We’re a little late with my “weekly” round-up post. Normally I try to get it out on a Sunday, but this week on Sunday I was away with my family (the four of us who are here at the moment–my eldest daughter is over east on a missionary training program.
(EDIT: And even later still than I thought–this was intended to go up on the 15th, as it says, but apparently I forgot to press the “publish” button for a full week after that! Oops! Way to break a streak).
The rest of us were in Lancelin–a beach town 125 kms north of Perth. Friends of ours have for many years allowed us to use their beach house for free from time to time. The town is not necessarily anything really special but it’s always nice to get away.
One highlight from the time was taking our newish 4WD car onto the beach for the first time.
It was an inglorious exercise, as even though it is an actual four wheel drive, it’s not really built for anything too severe. So when we tried to leave then drove straight into a small sandy ledge, we got stuck. Luckily a friendly and more experienced driver was able to give us hand and we didn’t end up living on the beach permanently.
Another highlight of our time was playing lots of games.
I had grabbed a bunch from our shelves that I thought everyone would enjoy (my wife’s game tastes are a bit less extreme than mine or my younger two daughters). My daughter Johanna decided on a whim that she wanted to play all of the games over the three days that I was there.
The games included Ticket to Ride (competing to build train lines across Europe) Seven Wonders (developing ancient empires) Tiny Towns (building my little community for forest creatures) and Fuse (trying to save our spaceship from bombs). Also, Exploding Kittens, which I lost almost immediately.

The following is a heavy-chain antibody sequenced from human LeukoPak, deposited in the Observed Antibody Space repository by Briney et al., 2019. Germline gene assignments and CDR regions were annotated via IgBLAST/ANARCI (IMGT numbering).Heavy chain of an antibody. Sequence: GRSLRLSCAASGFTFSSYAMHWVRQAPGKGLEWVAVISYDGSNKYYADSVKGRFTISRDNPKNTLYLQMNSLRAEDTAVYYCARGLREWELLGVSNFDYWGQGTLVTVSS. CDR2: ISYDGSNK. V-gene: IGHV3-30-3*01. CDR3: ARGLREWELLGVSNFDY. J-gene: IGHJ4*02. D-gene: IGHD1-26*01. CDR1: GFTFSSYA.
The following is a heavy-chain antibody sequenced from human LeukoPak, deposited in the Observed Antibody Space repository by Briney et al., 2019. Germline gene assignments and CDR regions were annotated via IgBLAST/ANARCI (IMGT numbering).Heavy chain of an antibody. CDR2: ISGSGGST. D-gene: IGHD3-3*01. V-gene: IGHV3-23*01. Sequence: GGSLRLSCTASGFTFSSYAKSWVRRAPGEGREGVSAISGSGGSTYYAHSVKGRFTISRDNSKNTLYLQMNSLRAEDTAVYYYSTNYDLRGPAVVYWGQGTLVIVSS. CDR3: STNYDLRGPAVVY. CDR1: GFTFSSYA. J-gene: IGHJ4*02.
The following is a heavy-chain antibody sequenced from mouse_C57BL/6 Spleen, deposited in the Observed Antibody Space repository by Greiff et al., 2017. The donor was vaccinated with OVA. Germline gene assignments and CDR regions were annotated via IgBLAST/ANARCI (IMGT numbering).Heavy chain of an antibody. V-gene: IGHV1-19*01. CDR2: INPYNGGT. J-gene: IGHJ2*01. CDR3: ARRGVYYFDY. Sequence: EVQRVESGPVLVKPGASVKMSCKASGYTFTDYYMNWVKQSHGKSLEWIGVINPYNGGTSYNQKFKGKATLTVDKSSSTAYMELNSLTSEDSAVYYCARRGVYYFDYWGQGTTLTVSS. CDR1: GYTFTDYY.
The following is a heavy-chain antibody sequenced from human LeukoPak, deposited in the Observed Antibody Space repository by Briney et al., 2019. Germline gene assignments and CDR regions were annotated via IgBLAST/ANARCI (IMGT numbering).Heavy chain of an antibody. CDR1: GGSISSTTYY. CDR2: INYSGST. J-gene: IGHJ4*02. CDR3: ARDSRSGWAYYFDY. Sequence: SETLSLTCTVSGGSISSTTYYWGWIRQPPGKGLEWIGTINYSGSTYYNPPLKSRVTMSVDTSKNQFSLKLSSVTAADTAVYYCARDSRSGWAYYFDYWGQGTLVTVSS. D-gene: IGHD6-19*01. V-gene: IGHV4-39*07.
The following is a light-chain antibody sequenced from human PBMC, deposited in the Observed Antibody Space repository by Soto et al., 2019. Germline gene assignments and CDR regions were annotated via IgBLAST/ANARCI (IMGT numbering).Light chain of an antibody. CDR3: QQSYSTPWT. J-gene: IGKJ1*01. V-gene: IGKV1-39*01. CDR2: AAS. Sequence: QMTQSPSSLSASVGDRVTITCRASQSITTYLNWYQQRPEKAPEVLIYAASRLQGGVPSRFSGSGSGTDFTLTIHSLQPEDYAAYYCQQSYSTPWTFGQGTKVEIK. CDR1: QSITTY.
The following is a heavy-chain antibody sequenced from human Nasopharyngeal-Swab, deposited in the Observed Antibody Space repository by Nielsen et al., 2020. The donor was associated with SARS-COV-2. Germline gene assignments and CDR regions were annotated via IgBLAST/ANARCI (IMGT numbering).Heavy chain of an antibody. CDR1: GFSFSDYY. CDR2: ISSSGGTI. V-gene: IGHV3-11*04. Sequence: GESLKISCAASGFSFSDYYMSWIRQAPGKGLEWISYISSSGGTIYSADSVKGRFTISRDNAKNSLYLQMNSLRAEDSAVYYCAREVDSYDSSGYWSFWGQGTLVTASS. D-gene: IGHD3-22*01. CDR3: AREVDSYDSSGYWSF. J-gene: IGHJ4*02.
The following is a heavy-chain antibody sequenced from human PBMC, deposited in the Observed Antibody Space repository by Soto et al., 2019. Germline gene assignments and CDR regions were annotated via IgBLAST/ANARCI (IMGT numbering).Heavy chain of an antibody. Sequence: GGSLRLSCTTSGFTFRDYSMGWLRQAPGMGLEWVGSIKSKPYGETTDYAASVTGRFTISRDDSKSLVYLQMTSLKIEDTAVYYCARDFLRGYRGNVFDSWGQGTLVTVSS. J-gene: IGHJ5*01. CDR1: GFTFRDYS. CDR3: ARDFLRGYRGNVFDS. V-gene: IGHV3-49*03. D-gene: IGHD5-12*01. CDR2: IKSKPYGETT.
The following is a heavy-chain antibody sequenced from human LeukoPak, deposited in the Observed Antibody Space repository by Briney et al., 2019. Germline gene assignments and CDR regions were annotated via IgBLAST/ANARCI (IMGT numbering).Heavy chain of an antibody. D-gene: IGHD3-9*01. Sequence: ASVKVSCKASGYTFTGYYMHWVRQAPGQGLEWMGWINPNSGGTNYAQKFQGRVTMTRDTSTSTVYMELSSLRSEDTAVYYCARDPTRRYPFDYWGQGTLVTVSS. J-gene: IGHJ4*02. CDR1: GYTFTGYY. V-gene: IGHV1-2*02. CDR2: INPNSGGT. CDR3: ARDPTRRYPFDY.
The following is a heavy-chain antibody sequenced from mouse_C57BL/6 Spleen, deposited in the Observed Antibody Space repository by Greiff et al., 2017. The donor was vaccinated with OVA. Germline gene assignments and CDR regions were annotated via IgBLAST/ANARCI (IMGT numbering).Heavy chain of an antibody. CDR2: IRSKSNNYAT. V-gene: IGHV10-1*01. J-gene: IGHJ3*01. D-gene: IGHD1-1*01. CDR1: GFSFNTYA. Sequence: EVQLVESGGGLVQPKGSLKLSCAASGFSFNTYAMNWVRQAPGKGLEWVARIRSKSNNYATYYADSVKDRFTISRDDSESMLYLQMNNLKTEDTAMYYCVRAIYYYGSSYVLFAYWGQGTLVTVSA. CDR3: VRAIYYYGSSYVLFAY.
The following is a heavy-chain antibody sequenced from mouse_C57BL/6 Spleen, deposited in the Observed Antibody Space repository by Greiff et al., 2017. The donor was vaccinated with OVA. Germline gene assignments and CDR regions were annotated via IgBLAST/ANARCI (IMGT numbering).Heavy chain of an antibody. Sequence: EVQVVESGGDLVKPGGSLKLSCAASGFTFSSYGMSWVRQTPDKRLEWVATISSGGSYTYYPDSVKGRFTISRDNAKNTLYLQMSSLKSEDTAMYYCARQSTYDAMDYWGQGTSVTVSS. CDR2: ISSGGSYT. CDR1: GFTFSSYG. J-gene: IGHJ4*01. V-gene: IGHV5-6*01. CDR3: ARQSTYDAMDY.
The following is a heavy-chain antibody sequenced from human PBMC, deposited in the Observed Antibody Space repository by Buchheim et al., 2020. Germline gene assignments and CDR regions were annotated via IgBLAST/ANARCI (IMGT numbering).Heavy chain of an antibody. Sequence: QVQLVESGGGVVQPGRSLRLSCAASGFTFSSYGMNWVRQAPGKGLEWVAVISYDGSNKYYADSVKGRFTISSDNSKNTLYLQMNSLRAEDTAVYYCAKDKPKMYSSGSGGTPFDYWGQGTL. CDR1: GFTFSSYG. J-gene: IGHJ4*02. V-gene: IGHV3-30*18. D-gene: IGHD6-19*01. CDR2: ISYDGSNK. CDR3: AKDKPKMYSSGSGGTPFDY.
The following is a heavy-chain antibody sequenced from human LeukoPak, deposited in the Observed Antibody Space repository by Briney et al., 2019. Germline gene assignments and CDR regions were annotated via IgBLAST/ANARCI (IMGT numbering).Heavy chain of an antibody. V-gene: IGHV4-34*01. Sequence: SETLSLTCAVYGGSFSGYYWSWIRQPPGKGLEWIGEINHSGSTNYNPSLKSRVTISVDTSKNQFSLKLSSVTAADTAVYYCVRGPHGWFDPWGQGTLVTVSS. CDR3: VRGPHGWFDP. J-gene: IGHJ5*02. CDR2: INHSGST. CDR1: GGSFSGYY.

Plus there was Pandemic (“regular”, not “legacy”)–we got very close to saving the world together, but ultimately failed. Indeed, if we had had a single additional action we would have won. Oh well.
In other news, I have in fact read, watched and done things this week.
The Big Over Easy
I was going to write a whole post about this novel by Jasper Fforde, but then I discovered I already have! I just finished reading it aloud to my daughters, which is something we all enjoy.It’s a police detective novel about a DI named Jack Spratt who works for the Nursery Crime Division of his police department, investigating crimes related to nursery rhyme character, who simply live and exist alongside regular humanity. In this case, the crime is to do with the murder of Humpty Dumpty. Did he fall of the wall, or was he pushed? Or was it something far more sinister? It’s both a funny book and solid procedural mystery.
Flash / Impulse – Runs in the Family
I’ve been slowing down in my comic book reading in recent years but I still enjoy picking up the next reprint of Mark Waid’s Flash run. Part of that was the work that Waid did on the Flash spinoff he created, Impulse–a super-speedster from the future who had grown up in a virtual environment, and was needing to learn to live and work in the real world. Impulse was really Bart Allen, the grandson of the most famous Flash of all, Barry Allen–who at the time in comic continuity was dead, and a bit of a DC patron saint.